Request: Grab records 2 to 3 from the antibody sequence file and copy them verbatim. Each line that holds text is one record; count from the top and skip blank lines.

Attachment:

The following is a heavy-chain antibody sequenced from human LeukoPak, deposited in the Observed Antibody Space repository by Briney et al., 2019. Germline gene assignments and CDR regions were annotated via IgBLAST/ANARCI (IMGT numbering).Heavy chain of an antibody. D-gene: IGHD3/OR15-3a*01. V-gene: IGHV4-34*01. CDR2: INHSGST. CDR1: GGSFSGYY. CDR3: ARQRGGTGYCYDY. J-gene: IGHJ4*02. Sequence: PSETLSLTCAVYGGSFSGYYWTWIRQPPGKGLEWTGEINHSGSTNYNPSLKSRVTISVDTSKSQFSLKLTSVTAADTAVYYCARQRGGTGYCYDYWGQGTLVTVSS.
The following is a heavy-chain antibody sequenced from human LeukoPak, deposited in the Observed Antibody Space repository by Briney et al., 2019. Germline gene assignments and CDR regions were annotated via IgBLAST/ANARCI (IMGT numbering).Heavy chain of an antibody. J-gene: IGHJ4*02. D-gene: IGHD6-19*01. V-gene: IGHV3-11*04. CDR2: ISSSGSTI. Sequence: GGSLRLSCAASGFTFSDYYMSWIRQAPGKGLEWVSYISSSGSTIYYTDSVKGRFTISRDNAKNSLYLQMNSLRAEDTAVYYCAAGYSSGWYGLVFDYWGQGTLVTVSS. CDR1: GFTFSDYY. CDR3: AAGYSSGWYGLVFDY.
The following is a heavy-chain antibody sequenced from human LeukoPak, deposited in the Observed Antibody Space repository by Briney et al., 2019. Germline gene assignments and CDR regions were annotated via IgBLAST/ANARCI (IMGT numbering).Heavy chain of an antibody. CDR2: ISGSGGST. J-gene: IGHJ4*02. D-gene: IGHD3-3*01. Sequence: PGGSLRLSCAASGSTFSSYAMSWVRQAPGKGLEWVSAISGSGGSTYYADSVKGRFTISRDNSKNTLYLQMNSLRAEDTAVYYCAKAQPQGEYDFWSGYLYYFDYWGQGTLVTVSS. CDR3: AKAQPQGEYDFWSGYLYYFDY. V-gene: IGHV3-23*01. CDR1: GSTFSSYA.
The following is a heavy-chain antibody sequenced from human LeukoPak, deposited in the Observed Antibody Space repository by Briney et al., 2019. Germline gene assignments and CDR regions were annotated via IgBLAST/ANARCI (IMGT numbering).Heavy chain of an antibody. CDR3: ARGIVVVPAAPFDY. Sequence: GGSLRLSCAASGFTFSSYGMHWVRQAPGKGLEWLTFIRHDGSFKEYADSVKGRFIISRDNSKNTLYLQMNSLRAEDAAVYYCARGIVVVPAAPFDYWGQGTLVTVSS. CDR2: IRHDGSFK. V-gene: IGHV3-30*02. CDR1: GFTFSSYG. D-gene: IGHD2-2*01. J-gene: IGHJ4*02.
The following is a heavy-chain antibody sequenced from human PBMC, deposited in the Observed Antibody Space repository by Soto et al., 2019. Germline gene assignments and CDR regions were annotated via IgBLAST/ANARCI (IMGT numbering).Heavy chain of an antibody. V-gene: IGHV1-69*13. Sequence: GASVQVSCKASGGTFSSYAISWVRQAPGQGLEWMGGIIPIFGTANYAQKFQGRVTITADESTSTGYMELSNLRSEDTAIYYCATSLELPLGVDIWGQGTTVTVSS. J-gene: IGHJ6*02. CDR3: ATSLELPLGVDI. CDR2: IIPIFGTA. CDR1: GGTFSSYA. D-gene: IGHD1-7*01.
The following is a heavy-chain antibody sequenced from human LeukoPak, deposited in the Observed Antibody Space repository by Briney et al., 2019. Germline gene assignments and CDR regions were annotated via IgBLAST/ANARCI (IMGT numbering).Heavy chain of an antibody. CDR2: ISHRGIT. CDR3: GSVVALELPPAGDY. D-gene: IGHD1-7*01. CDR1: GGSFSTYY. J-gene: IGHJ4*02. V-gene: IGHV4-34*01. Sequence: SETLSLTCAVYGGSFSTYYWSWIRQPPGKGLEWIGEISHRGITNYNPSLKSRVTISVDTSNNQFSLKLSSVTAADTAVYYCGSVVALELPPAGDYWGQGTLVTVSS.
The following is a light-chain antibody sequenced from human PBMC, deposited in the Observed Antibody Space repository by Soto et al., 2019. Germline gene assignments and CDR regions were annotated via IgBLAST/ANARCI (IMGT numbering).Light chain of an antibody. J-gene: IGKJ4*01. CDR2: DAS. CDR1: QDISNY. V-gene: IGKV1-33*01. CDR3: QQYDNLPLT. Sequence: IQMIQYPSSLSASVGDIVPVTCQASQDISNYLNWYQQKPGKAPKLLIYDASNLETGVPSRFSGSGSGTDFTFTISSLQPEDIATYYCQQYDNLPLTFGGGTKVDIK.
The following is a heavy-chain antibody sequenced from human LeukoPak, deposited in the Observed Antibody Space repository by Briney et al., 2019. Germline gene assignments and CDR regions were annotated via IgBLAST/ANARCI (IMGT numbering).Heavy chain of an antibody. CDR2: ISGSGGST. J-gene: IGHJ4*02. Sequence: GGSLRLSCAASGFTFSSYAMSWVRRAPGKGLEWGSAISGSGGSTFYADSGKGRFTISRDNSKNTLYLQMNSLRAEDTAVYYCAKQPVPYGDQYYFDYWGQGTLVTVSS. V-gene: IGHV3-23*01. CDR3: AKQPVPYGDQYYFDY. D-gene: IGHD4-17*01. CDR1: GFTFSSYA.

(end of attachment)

The following is a heavy-chain antibody sequenced from human LeukoPak, deposited in the Observed Antibody Space repository by Briney et al., 2019. Germline gene assignments and CDR regions were annotated via IgBLAST/ANARCI (IMGT numbering).Heavy chain of an antibody. J-gene: IGHJ4*02. D-gene: IGHD6-19*01. V-gene: IGHV3-11*04. CDR2: ISSSGSTI. Sequence: GGSLRLSCAASGFTFSDYYMSWIRQAPGKGLEWVSYISSSGSTIYYTDSVKGRFTISRDNAKNSLYLQMNSLRAEDTAVYYCAAGYSSGWYGLVFDYWGQGTLVTVSS. CDR1: GFTFSDYY. CDR3: AAGYSSGWYGLVFDY.
The following is a heavy-chain antibody sequenced from human LeukoPak, deposited in the Observed Antibody Space repository by Briney et al., 2019. Germline gene assignments and CDR regions were annotated via IgBLAST/ANARCI (IMGT numbering).Heavy chain of an antibody. CDR2: ISGSGGST. J-gene: IGHJ4*02. D-gene: IGHD3-3*01. Sequence: PGGSLRLSCAASGSTFSSYAMSWVRQAPGKGLEWVSAISGSGGSTYYADSVKGRFTISRDNSKNTLYLQMNSLRAEDTAVYYCAKAQPQGEYDFWSGYLYYFDYWGQGTLVTVSS. CDR3: AKAQPQGEYDFWSGYLYYFDY. V-gene: IGHV3-23*01. CDR1: GSTFSSYA.